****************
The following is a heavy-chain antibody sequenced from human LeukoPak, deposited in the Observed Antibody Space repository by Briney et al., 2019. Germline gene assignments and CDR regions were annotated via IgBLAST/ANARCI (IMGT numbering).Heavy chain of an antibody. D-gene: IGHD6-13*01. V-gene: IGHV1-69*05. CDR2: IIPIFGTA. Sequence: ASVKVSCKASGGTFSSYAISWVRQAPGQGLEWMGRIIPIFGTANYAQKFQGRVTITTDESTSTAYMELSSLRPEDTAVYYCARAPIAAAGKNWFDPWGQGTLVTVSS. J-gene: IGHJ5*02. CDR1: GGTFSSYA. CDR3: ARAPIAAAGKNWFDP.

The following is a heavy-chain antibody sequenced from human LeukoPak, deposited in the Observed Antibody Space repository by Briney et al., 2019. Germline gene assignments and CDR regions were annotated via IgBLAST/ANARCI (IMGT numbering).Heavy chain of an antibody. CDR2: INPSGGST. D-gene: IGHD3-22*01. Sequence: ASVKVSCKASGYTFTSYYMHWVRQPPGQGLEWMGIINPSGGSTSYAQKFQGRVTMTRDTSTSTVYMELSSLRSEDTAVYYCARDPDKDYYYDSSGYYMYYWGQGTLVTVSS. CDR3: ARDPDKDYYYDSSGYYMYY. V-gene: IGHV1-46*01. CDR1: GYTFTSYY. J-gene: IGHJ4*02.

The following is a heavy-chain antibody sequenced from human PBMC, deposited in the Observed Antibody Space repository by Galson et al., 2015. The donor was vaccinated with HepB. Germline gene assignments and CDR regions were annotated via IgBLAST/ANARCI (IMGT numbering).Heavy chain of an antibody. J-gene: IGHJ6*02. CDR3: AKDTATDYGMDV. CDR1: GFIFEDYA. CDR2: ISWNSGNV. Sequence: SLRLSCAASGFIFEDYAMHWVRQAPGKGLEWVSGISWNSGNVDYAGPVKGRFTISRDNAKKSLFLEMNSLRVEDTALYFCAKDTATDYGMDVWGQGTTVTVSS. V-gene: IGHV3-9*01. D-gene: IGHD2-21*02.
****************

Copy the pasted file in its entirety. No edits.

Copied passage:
The following is a heavy-chain antibody sequenced from human LeukoPak, deposited in the Observed Antibody Space repository by Briney et al., 2019. Germline gene assignments and CDR regions were annotated via IgBLAST/ANARCI (IMGT numbering).Heavy chain of an antibody. D-gene: IGHD6-13*01. V-gene: IGHV1-69*05. CDR2: IIPIFGTA. Sequence: ASVKVSCKASGGTFSSYAISWVRQAPGQGLEWMGRIIPIFGTANYAQKFQGRVTITTDESTSTAYMELSSLRPEDTAVYYCARAPIAAAGKNWFDPWGQGTLVTVSS. J-gene: IGHJ5*02. CDR1: GGTFSSYA. CDR3: ARAPIAAAGKNWFDP.

The following is a heavy-chain antibody sequenced from human LeukoPak, deposited in the Observed Antibody Space repository by Briney et al., 2019. Germline gene assignments and CDR regions were annotated via IgBLAST/ANARCI (IMGT numbering).Heavy chain of an antibody. CDR2: INPSGGST. D-gene: IGHD3-22*01. Sequence: ASVKVSCKASGYTFTSYYMHWVRQPPGQGLEWMGIINPSGGSTSYAQKFQGRVTMTRDTSTSTVYMELSSLRSEDTAVYYCARDPDKDYYYDSSGYYMYYWGQGTLVTVSS. CDR3: ARDPDKDYYYDSSGYYMYY. V-gene: IGHV1-46*01. CDR1: GYTFTSYY. J-gene: IGHJ4*02.

The following is a heavy-chain antibody sequenced from human PBMC, deposited in the Observed Antibody Space repository by Galson et al., 2015. The donor was vaccinated with HepB. Germline gene assignments and CDR regions were annotated via IgBLAST/ANARCI (IMGT numbering).Heavy chain of an antibody. J-gene: IGHJ6*02. CDR3: AKDTATDYGMDV. CDR1: GFIFEDYA. CDR2: ISWNSGNV. Sequence: SLRLSCAASGFIFEDYAMHWVRQAPGKGLEWVSGISWNSGNVDYAGPVKGRFTISRDNAKKSLFLEMNSLRVEDTALYFCAKDTATDYGMDVWGQGTTVTVSS. V-gene: IGHV3-9*01. D-gene: IGHD2-21*02.